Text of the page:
Dave’s various posts have frankly suggested that there’s no need for SEO professional at all. I don’t disagree that there are some firms that will try to make SEO seem more a mystery that it needs to be. But then again, it really can be a mystery for people.

      My intention with either a site clinic or a debate was to better illustrate this. Both Dave and Jason, I feel, have demonstrated an deep ignorance of just how perplexing many people find SEO. I’m not talking black hat. I’m talking even the “easy” stuff. Having them on a site clinic — heck, having them sit in the audience of one — is the best way to illustrate for them that most of the SEO issues many of us hear are how to spam blogs but everyday, ordinary site friendliness issues.

      As for the actual debate, whether is was SEO Is Bull or some other exploration of the topic, I didn’t particularly care. I simply wanted to get two sides exploring the general issue and would have altered things more from the original debate idea, if I thought it would have been a more constructive way (Jeffrey Rohrs, however, had assembled a very constructive debate format, I felt).

      The SEO reputation issue isn’t going to go away, but neither is the demand for those same services. In addition, like it or not, SEO is an equal half of the search marketing house with paid search. It’s not as nice and neat as paid search, but neither is PR compared to advertising. I’m all for cleaning up the reputation or extending the education. And that brings me back to the original point of this entire post. Jason’s about to embark on a new search-oriented product, it seems, and is latching on to it being anti-SEO as some selling point.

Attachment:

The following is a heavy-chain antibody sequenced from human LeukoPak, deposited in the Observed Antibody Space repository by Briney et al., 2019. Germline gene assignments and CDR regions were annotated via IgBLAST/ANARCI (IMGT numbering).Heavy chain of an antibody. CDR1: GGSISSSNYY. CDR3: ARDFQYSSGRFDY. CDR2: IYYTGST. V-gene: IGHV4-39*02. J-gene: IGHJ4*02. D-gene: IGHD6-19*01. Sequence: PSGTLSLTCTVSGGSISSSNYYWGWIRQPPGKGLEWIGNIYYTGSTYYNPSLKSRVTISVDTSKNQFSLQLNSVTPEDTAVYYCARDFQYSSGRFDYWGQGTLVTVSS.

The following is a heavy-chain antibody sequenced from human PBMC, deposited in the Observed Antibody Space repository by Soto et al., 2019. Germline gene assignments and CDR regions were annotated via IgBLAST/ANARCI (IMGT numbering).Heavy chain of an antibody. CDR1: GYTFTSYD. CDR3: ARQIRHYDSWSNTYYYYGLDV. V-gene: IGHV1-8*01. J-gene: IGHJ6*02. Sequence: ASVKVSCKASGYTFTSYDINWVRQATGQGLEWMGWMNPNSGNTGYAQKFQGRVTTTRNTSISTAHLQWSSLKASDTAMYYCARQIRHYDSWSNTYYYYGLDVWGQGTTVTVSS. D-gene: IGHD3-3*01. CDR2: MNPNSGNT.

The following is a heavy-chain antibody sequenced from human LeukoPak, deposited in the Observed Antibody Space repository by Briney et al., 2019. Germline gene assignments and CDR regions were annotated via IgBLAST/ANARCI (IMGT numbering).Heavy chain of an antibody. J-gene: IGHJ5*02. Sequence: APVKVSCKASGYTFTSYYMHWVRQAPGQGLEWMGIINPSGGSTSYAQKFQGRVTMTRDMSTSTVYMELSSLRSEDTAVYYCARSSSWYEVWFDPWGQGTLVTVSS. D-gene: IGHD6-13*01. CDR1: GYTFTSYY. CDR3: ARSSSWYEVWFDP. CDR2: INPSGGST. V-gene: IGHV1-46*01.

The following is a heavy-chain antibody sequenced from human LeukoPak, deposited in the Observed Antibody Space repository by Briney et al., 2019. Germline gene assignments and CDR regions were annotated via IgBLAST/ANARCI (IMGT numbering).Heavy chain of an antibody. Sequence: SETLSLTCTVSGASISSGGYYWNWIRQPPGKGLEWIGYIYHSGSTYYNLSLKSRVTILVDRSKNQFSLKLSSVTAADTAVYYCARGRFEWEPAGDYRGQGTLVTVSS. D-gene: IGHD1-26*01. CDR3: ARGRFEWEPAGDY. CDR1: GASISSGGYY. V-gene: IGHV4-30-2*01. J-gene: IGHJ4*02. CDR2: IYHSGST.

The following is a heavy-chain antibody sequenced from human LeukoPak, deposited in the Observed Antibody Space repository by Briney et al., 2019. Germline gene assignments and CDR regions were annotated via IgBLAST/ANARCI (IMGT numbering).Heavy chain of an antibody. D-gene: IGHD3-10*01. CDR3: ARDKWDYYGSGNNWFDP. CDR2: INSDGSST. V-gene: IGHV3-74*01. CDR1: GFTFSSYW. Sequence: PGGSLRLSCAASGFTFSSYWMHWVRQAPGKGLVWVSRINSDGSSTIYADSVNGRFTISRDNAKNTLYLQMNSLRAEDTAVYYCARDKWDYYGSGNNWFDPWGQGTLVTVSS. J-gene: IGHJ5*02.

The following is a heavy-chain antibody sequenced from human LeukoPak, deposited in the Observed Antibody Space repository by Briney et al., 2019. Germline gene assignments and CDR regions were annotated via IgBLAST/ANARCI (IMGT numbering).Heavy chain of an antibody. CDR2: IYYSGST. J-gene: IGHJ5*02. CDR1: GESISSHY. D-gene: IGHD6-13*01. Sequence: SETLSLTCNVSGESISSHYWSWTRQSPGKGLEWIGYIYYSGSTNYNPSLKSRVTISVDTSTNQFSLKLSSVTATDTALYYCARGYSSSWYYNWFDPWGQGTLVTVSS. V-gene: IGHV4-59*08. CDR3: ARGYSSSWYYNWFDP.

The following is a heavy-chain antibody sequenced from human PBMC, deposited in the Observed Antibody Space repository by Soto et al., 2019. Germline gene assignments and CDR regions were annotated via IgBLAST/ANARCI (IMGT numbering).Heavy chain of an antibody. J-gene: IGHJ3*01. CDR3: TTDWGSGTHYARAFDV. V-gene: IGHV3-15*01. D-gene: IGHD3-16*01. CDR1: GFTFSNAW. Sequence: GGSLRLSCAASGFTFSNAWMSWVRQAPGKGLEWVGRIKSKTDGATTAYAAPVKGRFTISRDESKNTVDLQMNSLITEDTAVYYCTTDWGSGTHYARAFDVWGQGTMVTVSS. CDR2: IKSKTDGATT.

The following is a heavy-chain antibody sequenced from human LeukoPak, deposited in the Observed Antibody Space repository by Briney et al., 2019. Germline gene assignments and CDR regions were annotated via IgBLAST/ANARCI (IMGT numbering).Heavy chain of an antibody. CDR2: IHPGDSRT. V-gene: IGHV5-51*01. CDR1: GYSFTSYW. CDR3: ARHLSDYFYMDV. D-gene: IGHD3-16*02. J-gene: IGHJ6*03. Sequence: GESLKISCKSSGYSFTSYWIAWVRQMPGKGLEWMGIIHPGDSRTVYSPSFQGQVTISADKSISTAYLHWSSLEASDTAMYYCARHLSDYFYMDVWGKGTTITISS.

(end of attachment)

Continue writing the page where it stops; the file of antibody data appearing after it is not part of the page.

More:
Well, I’m tired of SEO being his whipping boy for attention. If it’s a good search product, it can stand on its own without yet another frenzy happening over SEO.

    • egain

      “The SEO reputation issue isn’t going to go away, but neither is the demand for those same services. In addition, like it or not, SEO is an equal half of the search marketing house with paid search. It’s not as nice and neat as paid search, but neither is PR compared to advertising. I’m all for cleaning up the reputation or extending the education. And that brings me back to the original point of this entire post. Jason’s about to embark on a new search-oriented product, it seems, and is latching on to it being anti-SEO as some selling point.”

      Yet again Danny think you hit the nail on the head.

      That said I do have to agree with some of halfdecks comments, in particular his reference to the ‘Wikipedia issues’ and his comment ‘If SEOs are marketers, we suck at marketing ourselves.’. We do as an industry seem to have a ‘herd mentality’, (with obvious notable exceptions), however apart from key speakers in the industry, there are many ‘SEO’ers’ out there, who just follow the majority, and don’t as Halfdeck put it don’t ‘look at issues from multiple viewpoints’.

    • Delton Childs

      For the love of all that’s good!  Why do you blow my mind like this!!!! :) Great Article! Found it on SEOmoz.